1. Quarantine

This has occupied the top spot ever since I first saw it as a teenager. Whenever I feel insecure that my favourite episode is the one where Rimmer puts on a dress and has a penguin puppet, I comfort myself that it also has the magnificent luck virus scenes, the tetchy quarantine scenes, Kryten making a casual masturbation reference and a real sense of peril. It hasn't escaped my attention that most of my top five are Rimmer episodes. Arnie does it best.

Series rankings

I awarded a point for each successive step up the ziggurat and used my lacking maths to work out that my favourite years on average are:

1. Series V:  57.83 points
2. Series IV: 57.00
3. Series VI: 53.17
4. Series III: 48.67
5. Series II: 48.50
6. Series I: 48.33
7. Series X: 28.00
8. Series XI: 27.17
9. Series XII: 23.33
10. Back to Earth: 23.00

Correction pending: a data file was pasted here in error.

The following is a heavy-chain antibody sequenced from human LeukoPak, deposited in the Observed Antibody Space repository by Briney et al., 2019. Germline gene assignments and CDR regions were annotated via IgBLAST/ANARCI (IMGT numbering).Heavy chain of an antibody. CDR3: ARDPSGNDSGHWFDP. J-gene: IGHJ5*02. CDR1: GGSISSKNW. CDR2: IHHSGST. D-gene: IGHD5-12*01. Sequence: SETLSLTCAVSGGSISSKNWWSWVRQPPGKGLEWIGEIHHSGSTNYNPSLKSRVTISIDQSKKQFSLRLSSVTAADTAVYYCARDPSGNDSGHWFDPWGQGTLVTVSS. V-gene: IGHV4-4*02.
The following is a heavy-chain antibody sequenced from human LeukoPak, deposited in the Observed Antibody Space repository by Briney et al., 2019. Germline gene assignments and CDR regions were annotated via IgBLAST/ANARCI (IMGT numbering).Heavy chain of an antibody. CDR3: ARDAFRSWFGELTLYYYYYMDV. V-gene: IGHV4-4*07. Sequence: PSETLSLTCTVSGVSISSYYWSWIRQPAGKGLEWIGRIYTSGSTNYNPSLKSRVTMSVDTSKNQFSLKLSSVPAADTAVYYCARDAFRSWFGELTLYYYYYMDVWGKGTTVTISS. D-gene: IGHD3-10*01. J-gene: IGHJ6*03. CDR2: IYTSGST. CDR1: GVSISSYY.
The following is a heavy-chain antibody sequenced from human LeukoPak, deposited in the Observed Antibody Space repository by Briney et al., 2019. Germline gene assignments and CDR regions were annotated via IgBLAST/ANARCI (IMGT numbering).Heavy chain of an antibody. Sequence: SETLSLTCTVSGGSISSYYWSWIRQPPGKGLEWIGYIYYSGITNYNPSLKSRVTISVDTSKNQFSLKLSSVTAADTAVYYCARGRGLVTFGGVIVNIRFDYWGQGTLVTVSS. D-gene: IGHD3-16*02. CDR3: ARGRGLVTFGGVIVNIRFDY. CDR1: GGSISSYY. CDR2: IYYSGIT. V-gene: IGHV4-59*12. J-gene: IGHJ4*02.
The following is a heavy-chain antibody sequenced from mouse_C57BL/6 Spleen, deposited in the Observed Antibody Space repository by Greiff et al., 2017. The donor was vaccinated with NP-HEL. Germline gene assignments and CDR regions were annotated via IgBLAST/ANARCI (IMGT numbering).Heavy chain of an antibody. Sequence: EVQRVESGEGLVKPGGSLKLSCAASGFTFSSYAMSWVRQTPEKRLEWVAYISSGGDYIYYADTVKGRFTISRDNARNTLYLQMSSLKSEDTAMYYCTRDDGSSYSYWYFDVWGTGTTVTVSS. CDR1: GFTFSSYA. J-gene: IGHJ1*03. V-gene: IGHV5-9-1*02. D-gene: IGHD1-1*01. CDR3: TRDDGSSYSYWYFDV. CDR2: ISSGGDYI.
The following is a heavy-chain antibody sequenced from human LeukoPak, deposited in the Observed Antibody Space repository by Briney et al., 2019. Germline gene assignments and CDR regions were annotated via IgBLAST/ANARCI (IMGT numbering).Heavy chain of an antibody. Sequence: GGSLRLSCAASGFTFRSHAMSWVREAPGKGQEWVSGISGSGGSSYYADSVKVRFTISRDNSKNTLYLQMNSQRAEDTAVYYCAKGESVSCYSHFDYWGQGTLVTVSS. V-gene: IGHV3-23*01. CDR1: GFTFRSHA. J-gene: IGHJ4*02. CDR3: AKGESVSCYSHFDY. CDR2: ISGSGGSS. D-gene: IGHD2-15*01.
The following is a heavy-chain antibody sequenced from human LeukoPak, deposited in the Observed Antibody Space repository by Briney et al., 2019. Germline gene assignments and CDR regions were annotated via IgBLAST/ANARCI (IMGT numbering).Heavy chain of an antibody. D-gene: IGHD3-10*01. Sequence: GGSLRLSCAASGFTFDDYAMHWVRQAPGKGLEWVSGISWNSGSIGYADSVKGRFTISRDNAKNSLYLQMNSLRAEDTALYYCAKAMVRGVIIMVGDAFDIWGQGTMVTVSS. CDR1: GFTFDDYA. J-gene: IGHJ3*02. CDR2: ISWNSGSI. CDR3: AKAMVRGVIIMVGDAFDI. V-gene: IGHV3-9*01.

11. Series VII: 14.13
12. Series VIII: 8.75

Judgemental colour key confirmed. I'll presumably add more worthless supplementary stats when they come to me.

Best bytes

Here's one. If VHS wasn't an obsolete medium and most of these tapes hadn't been discontinued in the late '90s, which three-episode collection would offer the best value for money according to my point scores? Related question, what am I doing with my life?

1. Series IV Byte Two
2. Series V Byte Two
3. Series VI Byte One
4. Series II Byte One
5. Series V Byte One
6=Series III Byte One
6=Series IV Byte One
7. Series I Byte Two
8. Series VI Byte Two
9. Series III Byte Two
10. Series I Byte One
11. Series II Byte Two
12. Series VIII Byte 1 (4 episodes)
13. Series VII Byte One
14. Series VII Byte Two
15. Series VII Byte Three (2 episodes)
16. Series VIII Byte 2 (4 episodes. Even with twice the number of episodes as the video above it, the back half of series VIII still can't drag itself up from the bottom).